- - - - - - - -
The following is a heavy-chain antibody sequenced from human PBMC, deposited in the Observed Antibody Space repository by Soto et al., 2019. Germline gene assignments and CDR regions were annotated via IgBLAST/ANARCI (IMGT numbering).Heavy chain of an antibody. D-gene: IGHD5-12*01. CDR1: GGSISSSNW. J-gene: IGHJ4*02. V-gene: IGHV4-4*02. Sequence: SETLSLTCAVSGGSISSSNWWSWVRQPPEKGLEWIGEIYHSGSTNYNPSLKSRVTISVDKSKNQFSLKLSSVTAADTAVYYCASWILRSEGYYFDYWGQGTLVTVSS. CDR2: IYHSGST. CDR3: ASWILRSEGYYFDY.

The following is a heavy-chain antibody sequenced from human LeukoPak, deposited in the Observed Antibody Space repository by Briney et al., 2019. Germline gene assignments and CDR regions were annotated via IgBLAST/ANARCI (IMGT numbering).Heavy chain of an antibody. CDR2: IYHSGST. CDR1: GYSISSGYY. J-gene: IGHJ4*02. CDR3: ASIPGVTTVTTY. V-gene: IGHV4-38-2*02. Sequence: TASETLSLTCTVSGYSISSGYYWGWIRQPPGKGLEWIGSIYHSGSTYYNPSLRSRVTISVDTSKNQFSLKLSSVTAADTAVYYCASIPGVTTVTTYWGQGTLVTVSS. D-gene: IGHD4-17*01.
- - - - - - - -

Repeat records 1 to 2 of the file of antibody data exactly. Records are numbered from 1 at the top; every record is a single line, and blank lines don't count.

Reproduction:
The following is a heavy-chain antibody sequenced from human PBMC, deposited in the Observed Antibody Space repository by Soto et al., 2019. Germline gene assignments and CDR regions were annotated via IgBLAST/ANARCI (IMGT numbering).Heavy chain of an antibody. D-gene: IGHD5-12*01. CDR1: GGSISSSNW. J-gene: IGHJ4*02. V-gene: IGHV4-4*02. Sequence: SETLSLTCAVSGGSISSSNWWSWVRQPPEKGLEWIGEIYHSGSTNYNPSLKSRVTISVDKSKNQFSLKLSSVTAADTAVYYCASWILRSEGYYFDYWGQGTLVTVSS. CDR2: IYHSGST. CDR3: ASWILRSEGYYFDY.

The following is a heavy-chain antibody sequenced from human LeukoPak, deposited in the Observed Antibody Space repository by Briney et al., 2019. Germline gene assignments and CDR regions were annotated via IgBLAST/ANARCI (IMGT numbering).Heavy chain of an antibody. CDR2: IYHSGST. CDR1: GYSISSGYY. J-gene: IGHJ4*02. CDR3: ASIPGVTTVTTY. V-gene: IGHV4-38-2*02. Sequence: TASETLSLTCTVSGYSISSGYYWGWIRQPPGKGLEWIGSIYHSGSTYYNPSLRSRVTISVDTSKNQFSLKLSSVTAADTAVYYCASIPGVTTVTTYWGQGTLVTVSS. D-gene: IGHD4-17*01.